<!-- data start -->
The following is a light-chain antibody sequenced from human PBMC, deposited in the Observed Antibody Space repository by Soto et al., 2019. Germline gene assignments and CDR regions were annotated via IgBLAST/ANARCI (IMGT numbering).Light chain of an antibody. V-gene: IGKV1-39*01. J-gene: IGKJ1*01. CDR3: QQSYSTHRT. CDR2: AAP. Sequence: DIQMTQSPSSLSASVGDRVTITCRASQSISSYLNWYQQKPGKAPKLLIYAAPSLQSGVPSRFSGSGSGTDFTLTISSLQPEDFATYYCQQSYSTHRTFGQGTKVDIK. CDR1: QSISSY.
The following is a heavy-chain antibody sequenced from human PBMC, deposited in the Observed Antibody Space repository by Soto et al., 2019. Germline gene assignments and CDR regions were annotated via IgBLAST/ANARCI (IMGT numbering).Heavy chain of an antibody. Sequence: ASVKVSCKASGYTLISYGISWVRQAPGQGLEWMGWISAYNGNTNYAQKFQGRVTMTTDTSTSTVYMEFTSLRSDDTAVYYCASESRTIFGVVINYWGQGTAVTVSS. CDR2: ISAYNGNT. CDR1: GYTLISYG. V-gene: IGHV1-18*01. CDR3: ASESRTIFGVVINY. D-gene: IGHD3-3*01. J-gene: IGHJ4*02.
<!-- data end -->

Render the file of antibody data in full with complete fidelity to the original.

The following is a light-chain antibody sequenced from human PBMC, deposited in the Observed Antibody Space repository by Soto et al., 2019. Germline gene assignments and CDR regions were annotated via IgBLAST/ANARCI (IMGT numbering).Light chain of an antibody. V-gene: IGKV1-39*01. J-gene: IGKJ1*01. CDR3: QQSYSTHRT. CDR2: AAP. Sequence: DIQMTQSPSSLSASVGDRVTITCRASQSISSYLNWYQQKPGKAPKLLIYAAPSLQSGVPSRFSGSGSGTDFTLTISSLQPEDFATYYCQQSYSTHRTFGQGTKVDIK. CDR1: QSISSY.
The following is a heavy-chain antibody sequenced from human PBMC, deposited in the Observed Antibody Space repository by Soto et al., 2019. Germline gene assignments and CDR regions were annotated via IgBLAST/ANARCI (IMGT numbering).Heavy chain of an antibody. Sequence: ASVKVSCKASGYTLISYGISWVRQAPGQGLEWMGWISAYNGNTNYAQKFQGRVTMTTDTSTSTVYMEFTSLRSDDTAVYYCASESRTIFGVVINYWGQGTAVTVSS. CDR2: ISAYNGNT. CDR1: GYTLISYG. V-gene: IGHV1-18*01. CDR3: ASESRTIFGVVINY. D-gene: IGHD3-3*01. J-gene: IGHJ4*02.